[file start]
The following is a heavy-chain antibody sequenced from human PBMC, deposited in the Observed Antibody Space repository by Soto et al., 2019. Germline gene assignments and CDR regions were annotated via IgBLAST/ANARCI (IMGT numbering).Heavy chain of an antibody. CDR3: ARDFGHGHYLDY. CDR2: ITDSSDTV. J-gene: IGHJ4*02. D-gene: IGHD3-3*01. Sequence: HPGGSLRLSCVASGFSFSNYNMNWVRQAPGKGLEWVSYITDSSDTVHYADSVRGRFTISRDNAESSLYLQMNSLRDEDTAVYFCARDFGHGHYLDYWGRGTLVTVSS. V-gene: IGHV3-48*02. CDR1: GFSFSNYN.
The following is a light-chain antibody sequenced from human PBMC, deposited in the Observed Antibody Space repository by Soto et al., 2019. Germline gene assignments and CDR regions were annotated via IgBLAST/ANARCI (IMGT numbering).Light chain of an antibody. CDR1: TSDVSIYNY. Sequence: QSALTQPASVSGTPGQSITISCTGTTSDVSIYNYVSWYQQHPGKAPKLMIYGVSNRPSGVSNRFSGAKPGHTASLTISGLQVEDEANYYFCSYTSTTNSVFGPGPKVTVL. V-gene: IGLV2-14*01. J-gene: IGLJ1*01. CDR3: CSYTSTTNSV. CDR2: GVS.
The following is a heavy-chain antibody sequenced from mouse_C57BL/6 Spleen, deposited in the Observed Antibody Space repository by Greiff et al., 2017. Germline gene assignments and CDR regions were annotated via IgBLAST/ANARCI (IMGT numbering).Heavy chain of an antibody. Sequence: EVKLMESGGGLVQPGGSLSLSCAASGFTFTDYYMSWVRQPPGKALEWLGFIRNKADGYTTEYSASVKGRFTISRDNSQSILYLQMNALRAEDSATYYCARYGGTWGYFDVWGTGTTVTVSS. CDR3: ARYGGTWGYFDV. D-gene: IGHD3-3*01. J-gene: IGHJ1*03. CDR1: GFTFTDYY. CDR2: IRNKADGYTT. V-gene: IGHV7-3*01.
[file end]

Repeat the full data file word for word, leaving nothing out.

The following is a heavy-chain antibody sequenced from human PBMC, deposited in the Observed Antibody Space repository by Soto et al., 2019. Germline gene assignments and CDR regions were annotated via IgBLAST/ANARCI (IMGT numbering).Heavy chain of an antibody. CDR3: ARDFGHGHYLDY. CDR2: ITDSSDTV. J-gene: IGHJ4*02. D-gene: IGHD3-3*01. Sequence: HPGGSLRLSCVASGFSFSNYNMNWVRQAPGKGLEWVSYITDSSDTVHYADSVRGRFTISRDNAESSLYLQMNSLRDEDTAVYFCARDFGHGHYLDYWGRGTLVTVSS. V-gene: IGHV3-48*02. CDR1: GFSFSNYN.
The following is a light-chain antibody sequenced from human PBMC, deposited in the Observed Antibody Space repository by Soto et al., 2019. Germline gene assignments and CDR regions were annotated via IgBLAST/ANARCI (IMGT numbering).Light chain of an antibody. CDR1: TSDVSIYNY. Sequence: QSALTQPASVSGTPGQSITISCTGTTSDVSIYNYVSWYQQHPGKAPKLMIYGVSNRPSGVSNRFSGAKPGHTASLTISGLQVEDEANYYFCSYTSTTNSVFGPGPKVTVL. V-gene: IGLV2-14*01. J-gene: IGLJ1*01. CDR3: CSYTSTTNSV. CDR2: GVS.
The following is a heavy-chain antibody sequenced from mouse_C57BL/6 Spleen, deposited in the Observed Antibody Space repository by Greiff et al., 2017. Germline gene assignments and CDR regions were annotated via IgBLAST/ANARCI (IMGT numbering).Heavy chain of an antibody. Sequence: EVKLMESGGGLVQPGGSLSLSCAASGFTFTDYYMSWVRQPPGKALEWLGFIRNKADGYTTEYSASVKGRFTISRDNSQSILYLQMNALRAEDSATYYCARYGGTWGYFDVWGTGTTVTVSS. CDR3: ARYGGTWGYFDV. D-gene: IGHD3-3*01. J-gene: IGHJ1*03. CDR1: GFTFTDYY. CDR2: IRNKADGYTT. V-gene: IGHV7-3*01.